interpret | Explain blackbox machine learning | Machine Learning library

 by   interpretml C++ Version: 0.6.1 License: MIT

kandi X-RAY | interpret Summary

kandi X-RAY | interpret Summary

interpret is a C++ library typically used in Artificial Intelligence, Machine Learning applications. interpret has no bugs, it has no vulnerabilities, it has a Permissive License and it has medium support. You can download it from GitHub.

Fit interpretable models. Explain blackbox machine learning.

            kandi-support Support

              interpret has a medium active ecosystem.
              It has 5539 star(s) with 677 fork(s). There are 142 watchers for this library.
              There were 4 major release(s) in the last 6 months.
              There are 55 open issues and 306 have been closed. On average issues are closed in 213 days. There are 2 open pull requests and 0 closed requests.
              It has a neutral sentiment in the developer community.
              The latest version of interpret is 0.6.1

            kandi-Quality Quality

              interpret has 0 bugs and 0 code smells.

            kandi-Security Security

              interpret has no vulnerabilities reported, and its dependent libraries have no vulnerabilities reported.
              interpret code analysis shows 0 unresolved vulnerabilities.
              There are 0 security hotspots that need review.

            kandi-License License

              interpret is licensed under the MIT License. This license is Permissive.
              Permissive licenses have the least restrictions, and you can use them in most projects.

            kandi-Reuse Reuse

              interpret releases are available to install and integrate.
              Installation instructions, examples and code snippets are available.
              It has 11428 lines of code, 562 functions and 112 files.
              It has medium code complexity. Code complexity directly impacts maintainability of the code.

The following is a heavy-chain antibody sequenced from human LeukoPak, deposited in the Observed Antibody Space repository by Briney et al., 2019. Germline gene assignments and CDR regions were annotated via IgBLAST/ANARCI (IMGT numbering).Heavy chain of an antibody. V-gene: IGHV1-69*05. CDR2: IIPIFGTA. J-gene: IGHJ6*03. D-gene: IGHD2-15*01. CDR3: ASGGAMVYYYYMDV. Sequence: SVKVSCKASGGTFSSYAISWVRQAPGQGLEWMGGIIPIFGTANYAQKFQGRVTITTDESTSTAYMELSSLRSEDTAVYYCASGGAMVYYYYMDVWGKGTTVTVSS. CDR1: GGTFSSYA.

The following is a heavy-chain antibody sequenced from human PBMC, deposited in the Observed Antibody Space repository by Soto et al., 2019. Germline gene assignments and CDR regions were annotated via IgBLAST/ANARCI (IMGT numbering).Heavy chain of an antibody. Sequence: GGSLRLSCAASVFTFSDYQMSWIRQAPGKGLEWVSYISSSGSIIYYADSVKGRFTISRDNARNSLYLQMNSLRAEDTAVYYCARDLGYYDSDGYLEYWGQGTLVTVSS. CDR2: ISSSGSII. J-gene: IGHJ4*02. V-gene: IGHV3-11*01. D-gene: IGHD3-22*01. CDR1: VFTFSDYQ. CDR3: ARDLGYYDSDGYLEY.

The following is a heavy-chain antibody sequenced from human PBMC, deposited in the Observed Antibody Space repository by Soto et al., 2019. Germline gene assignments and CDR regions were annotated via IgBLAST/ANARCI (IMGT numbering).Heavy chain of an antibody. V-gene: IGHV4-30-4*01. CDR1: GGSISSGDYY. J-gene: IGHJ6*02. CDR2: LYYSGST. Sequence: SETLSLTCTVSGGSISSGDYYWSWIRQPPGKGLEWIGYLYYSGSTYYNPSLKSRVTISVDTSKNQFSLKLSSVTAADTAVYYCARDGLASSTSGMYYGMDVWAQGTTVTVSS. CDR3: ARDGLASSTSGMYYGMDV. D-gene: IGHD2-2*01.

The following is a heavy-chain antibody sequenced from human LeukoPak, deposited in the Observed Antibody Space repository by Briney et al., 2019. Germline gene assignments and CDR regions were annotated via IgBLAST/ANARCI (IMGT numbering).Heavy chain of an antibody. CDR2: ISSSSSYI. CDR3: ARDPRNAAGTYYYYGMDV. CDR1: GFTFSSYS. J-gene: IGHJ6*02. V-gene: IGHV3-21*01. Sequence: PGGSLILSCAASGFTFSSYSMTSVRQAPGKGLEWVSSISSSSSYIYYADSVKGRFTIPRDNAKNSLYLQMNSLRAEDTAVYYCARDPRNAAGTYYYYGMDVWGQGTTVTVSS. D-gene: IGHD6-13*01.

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            interpret Key Features

            No Key Features are available at this moment for interpret.

            interpret Examples and Code Snippets

            Interpret a string
            javascriptdot img1Lines of Code : 29dot img1no licencesLicense : No License
            copy iconCopy
            function interpret(s, accum, sum) {
                    var times = 1,
                        len = s.length,
                        result = '';
                    num = s.charAt(0);
                    for (i = 1; i < len; i++) {
                        if (s.char  
            Interpret the given identifier .
            pythondot img2Lines of Code : 16dot img2License : Non-SPDX (Apache License 2.0)
            copy iconCopy
            def get(identifier):
              """Get a loss scale object."""
              if isinstance(identifier, dict):
                return deserialize(identifier)
              if isinstance(identifier, (int, float)):
                return loss_scale_module.FixedLossScale(identifier)
              if identifier == 'dynami  
            How to print regular page number rather than a page number by a parameter?
            Pythondot img3Lines of Code : 3dot img3License : Strong Copyleft (CC BY-SA 4.0)
            copy iconCopy
            for page in range(0, 27800, 20):
                print(f'page {(page/20)+1} =====')
            How to get 1 if there is nothing before the 'x' in an equation?
            Pythondot img4Lines of Code : 13dot img4License : Strong Copyleft (CC BY-SA 4.0)
            copy iconCopy
            a, b, c = map(
                lambda coeff: int(coeff) if coeff else 1,
            equation_pattern = re.compile(r"(?P<